AT&T: Is It a Bird? A Plane? No, It's a COW!

As a revved-up hurricane season brings misery to Puerto Rico and parts of the US mainland, wildfires continue in the Western States, and many people have a cellphone as their first -- and only -- point of contact, mobile operators are increasingly looking to the skies as a way to provide emergency coverage.

Case in point, AT&T Inc. (NYSE: T) contacted Light Reading to highlight its own drone-borne small cell program and to say that it will soon field test a "higher capacity helicopter flying COW soon," according to a company spokeswoman. The helicopter will apparently support 4G LTE connections. More details as we get them.

A COW, by the way, is a Cell On Wheels, or should that be a Cell On Wings?

AT&T has been testing the "Flying COW" on drones in "a field in Atlanta" since February 2017. Unlike Sprint Corp. (NYSE: S)'s newly unveiled flying "Magic Box" small cell, which has a wireless connection to both backhaul and people on the ground, the airborne COW is connected to the ground via a thin tether. (See Sprint's 'Magic' Small Cell Takes to the Air.)

"The tether between the drone and the ground provides a highly secure data connection via fiber and supplies power to the Flying COW, which allows for unlimited flight time," AT&T says. "The Flying COW then uses satellite to transport texts, calls, and data."

These are two similar, yet different, approaches to providing temporary 4G LTE coverage from the air. Questions about range (for AT&T) and flight time (for Sprint) remain, but Light Reading hopes to have more answers soon.

Of course, all of this is no help to the citizens of Puerto Rico right now, as these airborne cells are still being tested. Still, in the future, a flying COW might be able to provide a modicum of comfort to victims of natural and manmade disasters.

— Dan Jones, Mobile Editor, Light Reading

Page 1 / 2   >   >>
kq4ym 10/9/2017 | 2:35:00 PM
Re: A Thether? I wonder how high the drone is planned to fly? You could get a temporary tower to get up pretty high and mobile units could be placed at intervals around the area. And what's the advantage of a drone over a tethered balloon?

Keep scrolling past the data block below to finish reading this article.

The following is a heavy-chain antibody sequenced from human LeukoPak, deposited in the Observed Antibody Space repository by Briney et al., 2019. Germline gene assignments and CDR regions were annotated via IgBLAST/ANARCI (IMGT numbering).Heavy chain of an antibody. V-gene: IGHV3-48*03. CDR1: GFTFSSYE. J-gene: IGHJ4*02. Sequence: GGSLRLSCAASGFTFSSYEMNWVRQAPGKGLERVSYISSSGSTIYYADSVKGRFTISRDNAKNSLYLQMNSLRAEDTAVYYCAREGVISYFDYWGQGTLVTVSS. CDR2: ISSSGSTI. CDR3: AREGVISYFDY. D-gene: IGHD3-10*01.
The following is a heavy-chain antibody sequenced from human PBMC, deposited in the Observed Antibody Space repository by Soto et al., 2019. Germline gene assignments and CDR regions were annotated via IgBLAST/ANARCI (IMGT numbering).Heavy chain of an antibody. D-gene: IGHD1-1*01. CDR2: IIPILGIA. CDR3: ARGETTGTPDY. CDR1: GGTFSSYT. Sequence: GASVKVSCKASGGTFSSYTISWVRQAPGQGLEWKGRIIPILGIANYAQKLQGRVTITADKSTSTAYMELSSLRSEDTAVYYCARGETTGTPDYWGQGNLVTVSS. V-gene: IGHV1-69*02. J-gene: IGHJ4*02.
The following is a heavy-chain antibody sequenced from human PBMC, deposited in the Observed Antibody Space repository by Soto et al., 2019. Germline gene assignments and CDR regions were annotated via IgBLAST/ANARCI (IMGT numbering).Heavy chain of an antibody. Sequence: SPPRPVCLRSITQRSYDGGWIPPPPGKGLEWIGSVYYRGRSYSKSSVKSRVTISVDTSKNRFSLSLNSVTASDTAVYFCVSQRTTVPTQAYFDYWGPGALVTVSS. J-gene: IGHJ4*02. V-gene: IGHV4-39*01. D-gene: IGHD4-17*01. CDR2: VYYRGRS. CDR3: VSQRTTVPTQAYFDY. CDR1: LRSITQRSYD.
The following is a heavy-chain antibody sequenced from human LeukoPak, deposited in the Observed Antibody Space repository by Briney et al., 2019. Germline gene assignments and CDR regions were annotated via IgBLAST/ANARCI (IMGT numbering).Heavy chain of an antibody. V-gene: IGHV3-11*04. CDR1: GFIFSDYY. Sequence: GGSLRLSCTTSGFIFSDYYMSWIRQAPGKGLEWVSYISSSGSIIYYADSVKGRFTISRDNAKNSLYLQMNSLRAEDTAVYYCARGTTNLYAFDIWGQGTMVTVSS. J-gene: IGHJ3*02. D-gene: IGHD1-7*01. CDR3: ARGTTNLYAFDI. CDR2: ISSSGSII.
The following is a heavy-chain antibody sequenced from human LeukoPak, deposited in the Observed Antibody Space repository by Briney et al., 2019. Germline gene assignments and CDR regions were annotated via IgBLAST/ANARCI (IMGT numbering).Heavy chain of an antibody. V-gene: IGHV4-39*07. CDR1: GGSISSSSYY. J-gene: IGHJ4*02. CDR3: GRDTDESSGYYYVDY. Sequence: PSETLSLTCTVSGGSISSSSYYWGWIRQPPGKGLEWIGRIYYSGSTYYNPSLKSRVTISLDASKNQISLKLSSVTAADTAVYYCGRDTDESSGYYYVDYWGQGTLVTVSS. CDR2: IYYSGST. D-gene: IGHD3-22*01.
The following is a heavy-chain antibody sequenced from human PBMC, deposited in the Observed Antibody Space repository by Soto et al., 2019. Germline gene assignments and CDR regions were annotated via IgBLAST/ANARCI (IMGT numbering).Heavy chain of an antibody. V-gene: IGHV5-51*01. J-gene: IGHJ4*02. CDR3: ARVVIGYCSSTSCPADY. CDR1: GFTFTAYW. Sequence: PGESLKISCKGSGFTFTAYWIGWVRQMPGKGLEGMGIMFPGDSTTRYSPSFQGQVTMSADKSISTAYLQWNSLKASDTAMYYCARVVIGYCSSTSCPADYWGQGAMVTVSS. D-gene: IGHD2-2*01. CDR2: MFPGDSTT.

mendyk 9/29/2017 | 12:23:57 PM
Re: Backhaul and power of COW in critical situations? I remember a sign posted in a Camden Town pub a few years back: "Post a picture of your food on Instagram, win a free concussion!"
Gabriel Brown 9/29/2017 | 12:18:27 PM
Re: Backhaul and power of COW in critical situations? The pub I was in last night... you order your pint with an iPad. Not going back.

[I've accidently jumped into the COW thread from the Face ID payment thread. Whoops]
mendyk 9/29/2017 | 12:08:52 PM
Re: Backhaul and power of COW in critical situations? You Londoners are so advanced. I always feel like I'm time-traveling to the future and beyond whenever I visit. Back in dirty old-fashioned New York, three or four years ago I went to a cash-free restaurant. That place has been closed for a couple of years now.
Gabriel Brown 9/29/2017 | 11:40:04 AM
Re: Backhaul and power of COW in critical situations? OK, you didn't quite bite on my Face ID troll ;)

But, I did go into a local bakery today in where they *only* take card or phone payments. No cash accepted. It is slightly irksome in principle, but not in practice. Touch payment is pretty much the default method in London and much of the UK now.
DanJones 9/29/2017 | 10:15:11 AM
Re: Backhaul and power of COW in critical situations? AT&T does in fact say the tether provides power.
Pardelinha 9/29/2017 | 4:30:13 AM
Re: Backhaul and power of COW in critical situations? Hi "brooks7", thanks for the answer... that would be also my answer, but if so it will need some truck to transport the generator and satellite communications to the site and so it will be a solution very similar to current "transportable base stations" (which consists on a truck with power generated by itself, with satellite communications for backhaul and with antenna on the top of a lift tower) and basically the difference would be: PRO: the COW solution will not need the lift tower (truck eventually would be a little more expensive) but CON: drones cannot support the more directive antennas that lift towers supports, limiting the coverage and bands supported... my view.
degrasse 9/28/2017 | 2:23:48 PM
Re: A Thether? The tether can also be for power. The drones can stay airborne longer when they are tethered.
degrasse 9/28/2017 | 2:22:29 PM
AT&T Flying Cow I think the Sprint flying small cell is also tethered.
DanJones 9/28/2017 | 1:49:41 PM
Re: Goodbye Blue skies ! To be fair, Amazon delivery drones are likely to be much more prevalent.
Page 1 / 2   >   >>
Sign In